Freedom of the Press
The federal constitution and the Media Law of 1981 provide the basis for free media in Austria. Freedom of information legislation is in place, and the government generally respects these provisions in practice. Libel and slander laws are in place to protect politicians and government officials, but according to a 2007 report released by international watchdog group Article 19, “a large number of defamation cases in Austria are brought by public officials and even judges themselves.” Many press freedom advocates urge the Austrian government to revise its stringent libel laws. There is no official censorship, although any form of pro-Nazism or anti-Semitism is prohibited by law. In 2010, there was an issue of editorial confidentiality as the Vienna Higher Regional Court ordered the Austrian Public Broadcasting Corporation (ORF) to release unedited tapes of a documentary. These tapes became controversial because they provided footage of Heinz-Christian Strache, leader of the Austrian Freedom Party, encouraging two men to give a Nazi salute, illegal under Austrian law, at a rally. The defense claimed that the tapes should be protected by editorial confidentiality under Article 31 of the Austrian Media Act, and the case was still underway at the end of 2010. Physical attacks or harassment of journalists are rare.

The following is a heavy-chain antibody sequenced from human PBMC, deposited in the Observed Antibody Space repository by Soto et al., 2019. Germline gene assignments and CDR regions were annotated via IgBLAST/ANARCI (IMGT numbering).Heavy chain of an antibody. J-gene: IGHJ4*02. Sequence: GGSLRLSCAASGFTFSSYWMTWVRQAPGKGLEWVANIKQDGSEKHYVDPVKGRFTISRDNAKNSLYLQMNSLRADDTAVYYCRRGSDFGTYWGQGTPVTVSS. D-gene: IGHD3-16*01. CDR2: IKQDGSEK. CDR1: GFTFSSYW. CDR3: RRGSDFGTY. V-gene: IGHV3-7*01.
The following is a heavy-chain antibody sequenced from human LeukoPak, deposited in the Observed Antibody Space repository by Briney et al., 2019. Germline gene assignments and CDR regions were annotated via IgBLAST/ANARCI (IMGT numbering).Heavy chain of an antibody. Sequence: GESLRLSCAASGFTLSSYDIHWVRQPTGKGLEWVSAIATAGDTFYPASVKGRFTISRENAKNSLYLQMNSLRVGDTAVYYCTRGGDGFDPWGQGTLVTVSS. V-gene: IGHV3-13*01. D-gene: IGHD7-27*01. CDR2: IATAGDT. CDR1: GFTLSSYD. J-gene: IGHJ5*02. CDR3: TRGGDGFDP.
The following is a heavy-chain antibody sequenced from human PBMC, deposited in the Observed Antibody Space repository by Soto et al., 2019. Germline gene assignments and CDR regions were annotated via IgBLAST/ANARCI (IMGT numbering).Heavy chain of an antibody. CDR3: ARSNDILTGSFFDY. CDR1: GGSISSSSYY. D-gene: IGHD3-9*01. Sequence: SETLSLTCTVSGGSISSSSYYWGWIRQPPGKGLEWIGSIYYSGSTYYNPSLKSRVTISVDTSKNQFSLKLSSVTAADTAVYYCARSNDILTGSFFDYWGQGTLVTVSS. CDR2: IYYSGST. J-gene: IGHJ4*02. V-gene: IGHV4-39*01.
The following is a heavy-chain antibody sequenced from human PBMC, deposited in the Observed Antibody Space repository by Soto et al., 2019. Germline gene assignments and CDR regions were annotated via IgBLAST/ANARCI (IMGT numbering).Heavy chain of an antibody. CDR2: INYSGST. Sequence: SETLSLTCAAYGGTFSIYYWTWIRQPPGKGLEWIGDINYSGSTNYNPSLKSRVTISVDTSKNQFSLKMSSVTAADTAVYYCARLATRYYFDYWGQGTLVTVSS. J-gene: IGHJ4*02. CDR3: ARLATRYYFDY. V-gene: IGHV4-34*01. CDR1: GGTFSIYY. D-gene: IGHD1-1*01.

Daily national and regional newspapers are fiercely competitive and are both publicly and privately owned. Following amendments to the Broadcasting Law in 2004, Austria’s public broadcaster has faced growing competition for audiences from private outlets. Cable and satellite are widely available, providing both Austrian and German stations, some of which tailor programming for the Austrian audience. Media ownership is highly concentrated. The largest newspaper also owns the only radio station in many regions of Austria, despite the fact that the Cartel Court must check to ensure media diversity. The Austrian government provides all daily and weekly newspapers with annual direct payments, with larger amounts of money going to newspapers considered especially important contributors to the diversity of opinions. A 2003 law reformed this press subsidy scheme, in order to promote regional diversity, professional development of journalists, and special projects. In recent economic times, these subsidies have helped newspapers to survive and to contribute to media pluralism. Receiving these subsidies does not require any obligation regarding content. Internet access is unrestricted, and 72 percent of the population accessed the internet in 2010.